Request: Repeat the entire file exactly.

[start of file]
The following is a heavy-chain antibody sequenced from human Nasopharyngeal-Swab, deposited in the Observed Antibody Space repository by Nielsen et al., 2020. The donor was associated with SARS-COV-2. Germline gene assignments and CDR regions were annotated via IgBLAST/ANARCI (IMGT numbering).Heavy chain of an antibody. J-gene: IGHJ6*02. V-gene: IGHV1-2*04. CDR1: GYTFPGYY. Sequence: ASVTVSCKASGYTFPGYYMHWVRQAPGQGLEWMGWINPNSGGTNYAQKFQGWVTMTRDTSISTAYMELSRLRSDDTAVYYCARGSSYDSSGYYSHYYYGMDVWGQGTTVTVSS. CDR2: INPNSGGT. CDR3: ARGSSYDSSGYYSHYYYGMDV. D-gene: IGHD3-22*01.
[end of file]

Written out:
The following is a heavy-chain antibody sequenced from human Nasopharyngeal-Swab, deposited in the Observed Antibody Space repository by Nielsen et al., 2020. The donor was associated with SARS-COV-2. Germline gene assignments and CDR regions were annotated via IgBLAST/ANARCI (IMGT numbering).Heavy chain of an antibody. J-gene: IGHJ6*02. V-gene: IGHV1-2*04. CDR1: GYTFPGYY. Sequence: ASVTVSCKASGYTFPGYYMHWVRQAPGQGLEWMGWINPNSGGTNYAQKFQGWVTMTRDTSISTAYMELSRLRSDDTAVYYCARGSSYDSSGYYSHYYYGMDVWGQGTTVTVSS. CDR2: INPNSGGT. CDR3: ARGSSYDSSGYYSHYYYGMDV. D-gene: IGHD3-22*01.